Most abdominal surgeries done are for cancers. Infrequently they are performed for conditions such as diverticular disease, ulcerative colitis, Crohn's disease, chronic constipation or rectal prolapse.
There are 2 ways that abdominal surgery is performed:
(1) Open Approach and (2) Laparoscopic Approach.
(1) Open Approach
The cut is made through the abdomen. This may be vertically downwards or horizontally across your abdomen, depending on the nature of the disease.
The diseased part of the colon is then approached. The blood vessels that supply this part of the colon is cut and tied off. If this is an operation for cancer, the lymph nodes are also carefully removed.
Removing part of the colon is called colectomy. Numerous names of operation such as right hemicolectomy, left hemicolectomy and sigmoid colectomy all refer to removing a different part of the colon.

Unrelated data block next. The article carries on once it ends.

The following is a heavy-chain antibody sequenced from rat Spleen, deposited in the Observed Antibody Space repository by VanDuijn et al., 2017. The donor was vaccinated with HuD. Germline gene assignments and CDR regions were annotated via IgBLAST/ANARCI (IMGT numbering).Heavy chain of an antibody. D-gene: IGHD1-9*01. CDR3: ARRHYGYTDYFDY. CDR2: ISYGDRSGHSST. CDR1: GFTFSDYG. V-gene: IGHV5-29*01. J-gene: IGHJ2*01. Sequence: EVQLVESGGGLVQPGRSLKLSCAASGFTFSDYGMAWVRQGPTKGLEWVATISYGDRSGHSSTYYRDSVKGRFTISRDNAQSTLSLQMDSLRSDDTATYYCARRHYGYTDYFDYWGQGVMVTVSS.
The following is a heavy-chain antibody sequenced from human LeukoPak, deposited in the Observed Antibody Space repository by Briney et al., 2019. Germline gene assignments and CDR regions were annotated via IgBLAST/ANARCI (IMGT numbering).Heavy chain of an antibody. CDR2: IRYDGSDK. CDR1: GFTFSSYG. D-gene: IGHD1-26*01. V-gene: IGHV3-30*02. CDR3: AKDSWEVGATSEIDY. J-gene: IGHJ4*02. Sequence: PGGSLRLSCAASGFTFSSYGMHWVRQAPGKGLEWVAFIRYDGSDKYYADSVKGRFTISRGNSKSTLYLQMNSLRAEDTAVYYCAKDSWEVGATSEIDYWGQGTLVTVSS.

(2) Laparoscopic Approach
This differs from the open approach described above in that the abdominal cavity is visualized through a fibre-optic camera (called the laparoscope) inserted through a small 1cm hole at the umbilical region instead of a long cut. Several specialized instruments are then inserted though 3 – 4 tiny holes about 0.5cm to 1cm in size (hence the name “key-hole” surgery) to remove the diseased part of the colon. Only a small cut is made at the end of the surgery to retrieve the specimen. In some situations, following insertion of the laparoscope, the surgeon may find that the diseased portion of the colon is unsuitable for removal via the laparoscopic approach and convert the surgery to an open approach.
Is a stoma always necessary?
Most operations do not require a stoma.